Things could get very hot in Texas this summer. The most energy-productive state in the nation could be headed for a severe energy shortage as average temperatures have been rising, electricity demand keeps increasing, but very little new capacity being built to meet it. Well, not entirely. Almost all the new capacity built in recent years has been windmills in the western part of the state. But these are proving to be useless for periods of summer peak demand, since the wind is usually dormant during the hottest portions of the day.
The graph shows what happened last month when April temperatures proved to be higher than normal. The green line and the scale at the left show electrical demand. The figure usually fluctuates around 40,000 megawatts but in April, with people turning on air conditioners, it spiked to nearly 50,000 MW. At the same time April is a month when utilities perform maintenance on their power plants in order to prepare for the summer heat. So many were caught short. As a result, average prices spiked to $90 per megawatts-hour, almost triple the average of $30 per MWh since January. And these are only averages. On April 26 and 27 between 5 p.m. and 6 p.m., day-ahead wholesale prices spiked to $500. That may only be a taste of things to come.
Texas is in a unique position. For decades it was exploited by the rest of the country through natural gas price controls. Until the 1970s, politically powerful Congressmen from the consuming states in the Northeast and Midwest held the price of interstate gas far below market value for the benefit of their consituents. As a result, Texas began hoarding gas supplies in-state and using it to generate electricity - a practice regarded as extraordinarily wasteful at the time. When the great Natural Gas Shortage arrived in the winter of 1976, officials of the Carter Administration were appalled to discover that Texas and Louisiana were burning natural gas for almost half their electricity while schools and factories across the Industrial Belt were closed for weeks because of lack of supplies. The Carter people responded by extending the price controls into Texas as well and the whole price control regime was not finally removed until 1978.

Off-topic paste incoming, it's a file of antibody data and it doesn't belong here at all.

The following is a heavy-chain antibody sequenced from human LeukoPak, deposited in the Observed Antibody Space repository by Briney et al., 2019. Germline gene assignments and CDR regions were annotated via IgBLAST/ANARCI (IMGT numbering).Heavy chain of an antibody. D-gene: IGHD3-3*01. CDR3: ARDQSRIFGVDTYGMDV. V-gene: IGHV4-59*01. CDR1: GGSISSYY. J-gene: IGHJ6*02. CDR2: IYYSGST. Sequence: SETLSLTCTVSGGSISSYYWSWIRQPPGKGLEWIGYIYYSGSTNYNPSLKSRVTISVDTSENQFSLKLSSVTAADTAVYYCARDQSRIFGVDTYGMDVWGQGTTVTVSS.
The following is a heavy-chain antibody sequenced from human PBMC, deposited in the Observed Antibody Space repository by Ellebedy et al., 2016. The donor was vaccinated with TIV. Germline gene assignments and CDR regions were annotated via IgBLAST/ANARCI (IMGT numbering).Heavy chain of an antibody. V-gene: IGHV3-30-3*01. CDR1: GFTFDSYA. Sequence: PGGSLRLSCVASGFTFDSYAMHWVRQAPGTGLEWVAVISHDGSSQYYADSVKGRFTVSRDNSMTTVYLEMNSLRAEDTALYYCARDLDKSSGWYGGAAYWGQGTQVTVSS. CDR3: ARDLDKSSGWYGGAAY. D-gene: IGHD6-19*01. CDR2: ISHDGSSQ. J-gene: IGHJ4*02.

Fearing its electrical supplies would also be requisitioned in the way gas had been, Texas has always made certain that no power lines be built across its borders. As a result, ERCOT, the Texas power grid, is almost completely isolated from the rest of the country. That has kept other states from raiding Texas for electricity, but the situation has now backfired as the rest of the country has imposed its environmental restrictions on the Lone Star State as well. KKR, a New York investment firm, bought out TXU, the state’s leading power producer in 2007. Bringing the Natural Resources Defense Council into the deal, KKR immediately cancelled 10 of 12 coal plants scheduled for construction. At the time, NRG, the state's second leading power producer, had filed for permission to build the first new nuclear reactors in the country in 35 years. But endless regulatory procedures at the Nuclear Regulatory Commission proved the project wasn't going nowhere anywhere and when the NRC began imposing more restrictions after Fukushima, NRG threw in the towel and began constructing solar collectors in the California desert instead.
As a result, all Texas has been able to do in recent years is put up windmills in the western Panhandle. The state generated 30,000 MWh of wind power in 2011 – more than three times any other state – but they proved to be useless last summer as temperatures reached record levels. When the mercury topped 100 degrees for weeks in a row and power demands hit 66,000 MW, the state’s windmills were operating at less than 5 percent of capacity most of the time. As a result, peak power prices hit $3000 per MWh.
Nothing much as been done to break the logjam. Bad as things were last summer, they could get worse if temperatures reach record levels again this year.